A Russian billionaire is so Gaga for his favourite pop star he paid her a million dollars for a fleeting bit part in her new hit video, it emerged today (Friday).
The mega-wealthy businessman - identified only as Arkady by Moscow's Life.ru news website - appears wearing an SS-style leather coat and cap in the scene in Alejandro, Lady Gaga's new single.
"Yes it was me in the clip but I can't give further details," he told the news organisation.
During the scene Arkady is seen staring moodily at Lady Gaga before hurling off his cap and moving in to get closer to her.
The Russian was described by the news website as Lady Gaga's "biggest fan".
In the report Lady Gaga's management reportedly praised the Russian man's acting skills even though he did not have a professional modelling or acting background. They said the shooting took place in Thailand and the 30-year-old Russian had performed flawlessly.
The 30-year-old added: "I was pleased with how it turned out - maybe I am in the wrong job."
The website revealed Lady Gaga had left it open on whether there might be a further collaboration with the Russian businessman.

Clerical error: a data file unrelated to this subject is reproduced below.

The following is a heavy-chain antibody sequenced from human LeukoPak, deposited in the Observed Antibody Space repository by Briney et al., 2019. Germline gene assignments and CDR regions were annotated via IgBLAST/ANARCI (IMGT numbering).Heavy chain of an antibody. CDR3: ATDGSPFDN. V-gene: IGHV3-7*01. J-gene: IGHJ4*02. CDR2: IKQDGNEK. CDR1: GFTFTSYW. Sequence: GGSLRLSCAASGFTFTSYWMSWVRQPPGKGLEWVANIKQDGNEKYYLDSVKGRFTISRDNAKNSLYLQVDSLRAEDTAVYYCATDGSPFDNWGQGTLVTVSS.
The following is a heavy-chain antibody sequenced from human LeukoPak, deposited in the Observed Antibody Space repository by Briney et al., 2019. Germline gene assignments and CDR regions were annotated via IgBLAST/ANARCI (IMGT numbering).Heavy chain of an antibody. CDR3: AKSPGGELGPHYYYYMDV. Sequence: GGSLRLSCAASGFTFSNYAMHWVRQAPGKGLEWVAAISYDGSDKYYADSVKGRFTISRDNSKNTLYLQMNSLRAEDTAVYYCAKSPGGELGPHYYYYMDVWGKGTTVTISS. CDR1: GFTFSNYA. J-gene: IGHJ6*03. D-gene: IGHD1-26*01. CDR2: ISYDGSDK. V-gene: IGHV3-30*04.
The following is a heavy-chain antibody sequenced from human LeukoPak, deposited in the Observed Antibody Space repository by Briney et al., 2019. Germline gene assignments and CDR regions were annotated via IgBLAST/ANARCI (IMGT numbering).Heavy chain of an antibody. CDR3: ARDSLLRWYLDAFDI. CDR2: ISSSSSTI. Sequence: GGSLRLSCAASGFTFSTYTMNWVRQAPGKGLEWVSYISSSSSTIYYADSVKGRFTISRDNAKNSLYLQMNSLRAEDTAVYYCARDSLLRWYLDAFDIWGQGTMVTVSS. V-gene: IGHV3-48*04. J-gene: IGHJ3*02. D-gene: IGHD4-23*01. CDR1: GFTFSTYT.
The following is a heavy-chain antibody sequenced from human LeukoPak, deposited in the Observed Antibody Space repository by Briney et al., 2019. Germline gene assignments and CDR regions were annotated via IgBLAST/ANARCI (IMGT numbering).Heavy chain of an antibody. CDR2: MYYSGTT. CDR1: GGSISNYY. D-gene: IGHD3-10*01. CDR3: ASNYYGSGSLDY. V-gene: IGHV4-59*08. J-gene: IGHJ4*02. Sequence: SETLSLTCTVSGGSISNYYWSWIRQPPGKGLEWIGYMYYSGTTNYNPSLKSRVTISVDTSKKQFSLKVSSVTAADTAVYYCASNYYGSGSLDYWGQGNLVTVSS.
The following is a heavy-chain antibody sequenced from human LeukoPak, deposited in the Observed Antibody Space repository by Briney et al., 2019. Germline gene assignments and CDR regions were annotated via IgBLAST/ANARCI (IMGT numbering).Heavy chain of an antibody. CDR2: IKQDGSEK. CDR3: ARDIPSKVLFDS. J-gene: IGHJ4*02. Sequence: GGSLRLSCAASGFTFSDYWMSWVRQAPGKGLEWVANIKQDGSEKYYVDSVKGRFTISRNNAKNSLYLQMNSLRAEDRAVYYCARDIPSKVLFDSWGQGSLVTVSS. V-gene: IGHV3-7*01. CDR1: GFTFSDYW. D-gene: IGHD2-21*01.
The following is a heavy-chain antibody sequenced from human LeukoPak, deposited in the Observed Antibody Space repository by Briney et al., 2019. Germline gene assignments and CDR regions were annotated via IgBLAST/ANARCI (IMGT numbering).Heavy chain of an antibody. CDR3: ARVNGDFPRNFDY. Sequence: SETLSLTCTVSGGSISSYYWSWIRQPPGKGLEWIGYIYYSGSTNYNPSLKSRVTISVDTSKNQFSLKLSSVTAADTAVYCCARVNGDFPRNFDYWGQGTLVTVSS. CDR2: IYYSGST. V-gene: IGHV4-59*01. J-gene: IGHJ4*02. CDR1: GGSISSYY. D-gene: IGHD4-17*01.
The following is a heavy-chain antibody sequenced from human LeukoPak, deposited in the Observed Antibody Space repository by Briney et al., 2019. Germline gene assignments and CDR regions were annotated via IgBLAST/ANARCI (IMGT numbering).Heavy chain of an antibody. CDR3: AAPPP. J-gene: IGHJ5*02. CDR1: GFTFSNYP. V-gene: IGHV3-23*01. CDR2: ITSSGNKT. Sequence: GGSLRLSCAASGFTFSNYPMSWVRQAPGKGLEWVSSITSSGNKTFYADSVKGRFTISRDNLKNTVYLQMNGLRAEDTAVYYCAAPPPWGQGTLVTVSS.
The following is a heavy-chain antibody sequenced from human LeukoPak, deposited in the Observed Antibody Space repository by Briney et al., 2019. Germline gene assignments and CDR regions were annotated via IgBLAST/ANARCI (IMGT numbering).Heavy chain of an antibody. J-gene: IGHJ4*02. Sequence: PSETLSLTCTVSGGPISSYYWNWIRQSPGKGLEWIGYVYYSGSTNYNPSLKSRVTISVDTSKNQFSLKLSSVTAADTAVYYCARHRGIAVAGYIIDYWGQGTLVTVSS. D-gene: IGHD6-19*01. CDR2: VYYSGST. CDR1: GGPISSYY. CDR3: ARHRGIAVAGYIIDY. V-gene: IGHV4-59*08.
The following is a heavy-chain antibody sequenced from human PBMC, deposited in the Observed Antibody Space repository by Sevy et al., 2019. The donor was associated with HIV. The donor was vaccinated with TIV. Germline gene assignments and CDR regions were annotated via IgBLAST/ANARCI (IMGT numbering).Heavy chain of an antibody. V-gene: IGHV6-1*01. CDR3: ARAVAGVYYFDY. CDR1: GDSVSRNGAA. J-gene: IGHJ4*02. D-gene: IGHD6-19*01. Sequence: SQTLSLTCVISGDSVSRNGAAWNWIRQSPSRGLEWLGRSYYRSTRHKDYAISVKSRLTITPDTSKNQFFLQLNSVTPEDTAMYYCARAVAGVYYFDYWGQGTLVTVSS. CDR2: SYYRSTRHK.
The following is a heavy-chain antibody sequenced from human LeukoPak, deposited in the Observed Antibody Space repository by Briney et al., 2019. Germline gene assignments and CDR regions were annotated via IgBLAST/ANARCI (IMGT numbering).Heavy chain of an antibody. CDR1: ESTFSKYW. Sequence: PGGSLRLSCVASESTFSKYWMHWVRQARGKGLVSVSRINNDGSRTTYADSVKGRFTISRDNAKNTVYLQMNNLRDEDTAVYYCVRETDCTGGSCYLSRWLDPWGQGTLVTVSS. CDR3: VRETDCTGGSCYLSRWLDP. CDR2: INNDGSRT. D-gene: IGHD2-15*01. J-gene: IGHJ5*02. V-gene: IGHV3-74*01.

Port officials have confiscated 26,000 euros, which they found inside a woman's bra as she arrived at the Port of Holyhead on a ferry from Dublin. The Romanian woman claimed to UK Border Agency staff that the money was from the sale of a business in Ireland. The money was concealed in 500 euro notes.
"Where we suspect cash may be linked with criminal activity, we have the power to seize it," said the agency. Officers had been carrying out checks at the ferry terminal on Anglesey.
The agency said the woman could not prove she had earned the money from the sale of a business or give any reason why she was carrying a large sum of money inside her bra. The cash - an equivalent of £22,600 - will only be returned if the woman can provide proof to a court that the money came from a legitimate source. Earlier this month, the Serious Organised Crime Agency (Soca) announced the 500 euro note would no longer be available over the counter in the UK.
It followed evidence that more than 90% of UK demand for it was linked to criminality. The seizure was under the Proceeds of Crime Act, which allows the UK government to recover the proceeds of criminal activity without requiring a criminal conviction.